text by Viktor Smith, Copenhagen Business School
Following a call for master thesis in summer 2022, partner CBS Copenhagen Business School is supervising students interested in cultural tourism, including the work done with the H2020 project INCULTUM. One of the thesis was specifically focused on the INCULTUM Pilot set in Portugal, with title “Attracting Danish tourists to Portugal: A case study of Campina de Faro” by Nickoline Rugaard.
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In dialogue with the work of the Portuguese Pilot coordinated at the university of Algarve, investigations have been carried out by the INCULTUM team at Copenhagen Business School with a special focus on Danish visitors to Algarve and their image (or lack of such) of the Campina de Faro. More than 100.000 Danish tourists visit Algarve coast every year (apart from a temporal decline during the pandemic) which yields it the third-largest destination in Portugal after Madeira and Lisbon. However, an exploratory survey among 117 recent Danish visitors to Portugal carried out as part of the Master thesis project (among which 34% had visited Algarve) showed that only 5 persons (4%) had heard the name ‘Campina de Faro’ and only 3 had actually been there. Moreover, when the respondents at large were asked what they would imagine ‘Campina de Faro’ to be, 59% said they had had no idea at all while the rest expected it to be some facility or place in or near Faro – predominantly a camping site (17 respondents) or, alternatively, a lighthouse, an airport, etc.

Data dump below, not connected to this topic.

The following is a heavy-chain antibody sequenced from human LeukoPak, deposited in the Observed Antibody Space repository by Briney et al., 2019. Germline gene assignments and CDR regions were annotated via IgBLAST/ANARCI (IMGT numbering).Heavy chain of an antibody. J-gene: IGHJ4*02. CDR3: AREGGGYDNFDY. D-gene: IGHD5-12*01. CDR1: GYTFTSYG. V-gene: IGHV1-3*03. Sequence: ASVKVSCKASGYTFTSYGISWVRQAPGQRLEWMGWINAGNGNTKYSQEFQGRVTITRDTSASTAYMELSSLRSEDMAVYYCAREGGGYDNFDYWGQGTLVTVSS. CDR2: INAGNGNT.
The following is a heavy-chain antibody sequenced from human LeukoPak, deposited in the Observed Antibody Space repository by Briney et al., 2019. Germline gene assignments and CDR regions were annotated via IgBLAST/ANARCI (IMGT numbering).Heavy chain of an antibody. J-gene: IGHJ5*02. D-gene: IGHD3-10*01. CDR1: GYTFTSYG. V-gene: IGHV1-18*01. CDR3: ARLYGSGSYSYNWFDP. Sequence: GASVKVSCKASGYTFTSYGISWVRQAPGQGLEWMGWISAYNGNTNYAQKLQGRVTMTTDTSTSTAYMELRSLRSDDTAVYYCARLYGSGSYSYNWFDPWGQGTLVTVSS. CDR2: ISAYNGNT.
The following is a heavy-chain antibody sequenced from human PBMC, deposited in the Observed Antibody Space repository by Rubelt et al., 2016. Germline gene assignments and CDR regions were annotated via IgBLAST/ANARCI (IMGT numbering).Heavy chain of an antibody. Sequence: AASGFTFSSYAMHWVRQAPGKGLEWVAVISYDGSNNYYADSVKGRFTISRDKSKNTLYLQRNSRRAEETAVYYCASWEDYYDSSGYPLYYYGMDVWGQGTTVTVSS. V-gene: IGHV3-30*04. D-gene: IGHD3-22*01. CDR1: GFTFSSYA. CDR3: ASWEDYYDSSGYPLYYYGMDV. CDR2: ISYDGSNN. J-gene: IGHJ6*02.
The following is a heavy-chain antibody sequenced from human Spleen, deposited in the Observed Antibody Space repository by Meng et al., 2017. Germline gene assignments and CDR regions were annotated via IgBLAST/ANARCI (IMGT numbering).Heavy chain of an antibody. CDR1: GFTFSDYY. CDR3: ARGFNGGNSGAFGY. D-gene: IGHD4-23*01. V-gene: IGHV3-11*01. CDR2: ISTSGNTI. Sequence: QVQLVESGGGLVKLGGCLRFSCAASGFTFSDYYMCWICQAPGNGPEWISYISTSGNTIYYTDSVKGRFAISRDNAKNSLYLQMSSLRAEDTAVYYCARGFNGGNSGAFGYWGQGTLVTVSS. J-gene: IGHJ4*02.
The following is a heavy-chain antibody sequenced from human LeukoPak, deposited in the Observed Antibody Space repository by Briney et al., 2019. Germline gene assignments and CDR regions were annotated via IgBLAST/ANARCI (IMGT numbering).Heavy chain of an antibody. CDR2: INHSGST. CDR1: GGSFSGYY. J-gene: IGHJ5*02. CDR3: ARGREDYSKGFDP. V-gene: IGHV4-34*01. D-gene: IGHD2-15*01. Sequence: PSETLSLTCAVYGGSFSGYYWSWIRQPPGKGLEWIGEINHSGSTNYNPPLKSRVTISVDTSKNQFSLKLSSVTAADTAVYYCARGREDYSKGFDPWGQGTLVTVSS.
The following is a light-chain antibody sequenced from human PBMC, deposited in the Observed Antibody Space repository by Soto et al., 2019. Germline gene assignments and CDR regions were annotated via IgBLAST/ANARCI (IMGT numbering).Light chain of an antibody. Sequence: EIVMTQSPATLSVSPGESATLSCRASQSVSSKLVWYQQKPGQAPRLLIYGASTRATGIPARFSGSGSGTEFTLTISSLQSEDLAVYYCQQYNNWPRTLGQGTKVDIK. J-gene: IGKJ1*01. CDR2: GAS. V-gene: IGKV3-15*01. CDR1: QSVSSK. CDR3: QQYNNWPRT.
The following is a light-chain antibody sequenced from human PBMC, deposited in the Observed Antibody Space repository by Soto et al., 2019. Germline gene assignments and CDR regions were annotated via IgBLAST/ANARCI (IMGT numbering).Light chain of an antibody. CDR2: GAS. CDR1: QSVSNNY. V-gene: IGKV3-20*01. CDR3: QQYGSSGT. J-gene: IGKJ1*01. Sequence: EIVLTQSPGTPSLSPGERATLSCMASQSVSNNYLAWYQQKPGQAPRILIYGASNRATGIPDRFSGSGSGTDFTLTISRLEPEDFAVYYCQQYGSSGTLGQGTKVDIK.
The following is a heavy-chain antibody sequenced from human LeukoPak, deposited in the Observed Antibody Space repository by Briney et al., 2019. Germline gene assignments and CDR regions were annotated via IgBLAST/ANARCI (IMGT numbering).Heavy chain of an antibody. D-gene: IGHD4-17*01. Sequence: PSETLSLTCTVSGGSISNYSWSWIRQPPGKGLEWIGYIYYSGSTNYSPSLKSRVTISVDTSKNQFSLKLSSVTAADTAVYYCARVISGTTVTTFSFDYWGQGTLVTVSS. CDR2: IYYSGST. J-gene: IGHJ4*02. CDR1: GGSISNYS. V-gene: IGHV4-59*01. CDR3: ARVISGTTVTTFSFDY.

Taking further these and other findings gained through two online surveys and a series of qualitative interviews, the thesis analyzes the challenges of crystallizing a more salient and adequate place-brand image among potential ´visitors from Denmark while at the same time aligning it with a brand identity desirable to the local communities.
Current follow-up research takes the topic further and specifically considers the potential of participatory bottom-up approaches to the naming and framing a marginal tourism destination close to a major tourism hub, as illustrated by Campina de Faro. The emphasis in on the so-called low-budget route of (place-)brand development which assigns a major role to what people actually see and do when exposed to the location and/or its name, and how the local inhabitants may actively contribute to the image/identity-building process in word and in deed, including also testimonies of older residents.